Are there certain compositional rules you always adhere to? Know design and know how to draw, then do whatever you want to do as long as it works. Know the rules, and don’t be afraid to break them and push design.
Place these words in order of importance: framing, composition, color, edges, drawing, values, technique, and concept. Concept, composition, drawing, values, edges, color, technique, and frame.
Describe your painting process. Although I don’t have a one-way process, because I like to keep an open mind while painting, I do have a general process. I first think of or find a concept, idea or subject, and then begin to think about composing it on a picture plane. Once I have determined it is worth going forward, I begin by making compositional marks on my support, indicating placement of shapes, objects and masses. Depending on the complexity of what it is I am attempting to paint, my marks could be few and scribbly or a full-scale drawing. I then block the painting in, usually picking out three to five major shapes, and painting the overall color – mainly the hue and temperature, toning down chroma and staying in the middle on value, not getting too dark or light. This gives me a great playing field once the canvas is covered. I do not make excessive adjustments in the block-in either. With my values and chroma neutralized, I can go wherever I want or need to go with my painting, going darker or lighter, or pumping up saturation. I then go into these large shapes and work on color (hue, temperature, saturation and value), edges, atmosphere, etc… I draw intuitively throughout the process, paying attention to scale, proportion, perspective, volume, and other drawing issues, (usually) without literally drawing. I then assess and revise continually until I believe I have all the information needed to make my painting what I want. As far as detail goes, I try and hold off on the major detail until the end, although this is not always the case. Sometimes I need to put something in “prematurely”, so that I can judge the rest of the painting more accurately. But holding off on detail will usually allow you see what is needed, helping to keep it simple. In the end, it’s what you believe is the best amount of detail. Sometimes I’ll put more in than is needed just to see if it works. And if it doesn’t work, well, it’s just paint; I just scrape it out or paint it back.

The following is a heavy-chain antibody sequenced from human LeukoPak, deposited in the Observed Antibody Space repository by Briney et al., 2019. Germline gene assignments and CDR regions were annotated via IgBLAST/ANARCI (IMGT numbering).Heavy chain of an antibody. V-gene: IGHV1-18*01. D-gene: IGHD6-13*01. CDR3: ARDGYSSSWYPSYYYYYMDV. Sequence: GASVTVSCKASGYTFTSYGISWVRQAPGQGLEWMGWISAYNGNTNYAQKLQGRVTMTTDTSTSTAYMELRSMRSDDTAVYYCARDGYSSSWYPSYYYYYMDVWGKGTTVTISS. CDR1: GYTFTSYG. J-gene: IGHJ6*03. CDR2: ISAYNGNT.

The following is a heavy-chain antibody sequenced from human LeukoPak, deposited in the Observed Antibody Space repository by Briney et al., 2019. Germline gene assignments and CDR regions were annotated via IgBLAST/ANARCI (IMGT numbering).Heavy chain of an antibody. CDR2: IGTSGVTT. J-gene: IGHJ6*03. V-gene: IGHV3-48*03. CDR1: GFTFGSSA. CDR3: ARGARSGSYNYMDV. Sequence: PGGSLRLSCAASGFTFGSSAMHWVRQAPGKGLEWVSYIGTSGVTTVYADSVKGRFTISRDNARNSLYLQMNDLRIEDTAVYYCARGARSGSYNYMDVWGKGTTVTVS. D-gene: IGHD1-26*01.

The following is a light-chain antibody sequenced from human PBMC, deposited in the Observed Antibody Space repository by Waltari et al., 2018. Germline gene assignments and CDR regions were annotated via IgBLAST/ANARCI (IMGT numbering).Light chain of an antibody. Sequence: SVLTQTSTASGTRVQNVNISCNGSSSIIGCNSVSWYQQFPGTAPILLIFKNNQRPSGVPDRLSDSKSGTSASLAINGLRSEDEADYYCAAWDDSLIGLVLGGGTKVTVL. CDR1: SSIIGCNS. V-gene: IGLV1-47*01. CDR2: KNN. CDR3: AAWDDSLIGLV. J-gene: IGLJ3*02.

What colors are typically found on your palette? Although I experiment with colors often, my usual palette of late is: Titanium White, Cad Yellow Light, Cad Yellow Medium, Cad Orange, Cad Red, Alizarin Crimson, Ultramarine Blue, Viridian Green and Ivory Black. But like I said, I experiment often, adding colors I read other artists (artists I admire) use. For example I have occasionally been putting Mauve on my palette because Matt Smith recommends it. I do this with up to three or more colors at a time. I use them only when inclined to, not forcing myself to use them at all. In fact, I have to scrape them before ever touching them most of the time. But this keeps me on the look out for options and I am always open to discovering something great.
Do you believe you’ve found your “voice” as a painter, and if so, how? I don’t know. I know that I am seeing something happen with experience and time. But I don’t really know what “finding my voice” really means, and I’m not sure if I want to. I don’t know if it requires finding, because I don’t know if it could truly be lost. I think we all have a “voice,” we just get better at using it and listening to it with experience, perseverance and hard work.
I believe to paint with honesty means being true to what you want from painting. My truth and your truth may be different, but in art/painting there can be many truths.
When one speaks of “seeing” as an artist, what does that mean to you? I believe it is when we have revelations. Our “eyes” are opened to something we didn’t see before; a breakthrough from stereotype, generalization and the norm to something special. We see something that has been right in front of us the whole time, but we finally understand it or see it in a different light. It could apply to, and mean, so many things.
What causes someone to be strongly attracted to a particular painting? What needs to be present in both the art and the viewer for that to happen? Man, I don’t know. Its so subjective and personal, I really do not think I can give a good answer to this one. For some, it’s all about subject matter, for others it could be color or how the shapes are orchestrated. But really, it could be something unexplainable. I guess the viewer just needs to be in front of the right painting, and probably needs an open heart or mind.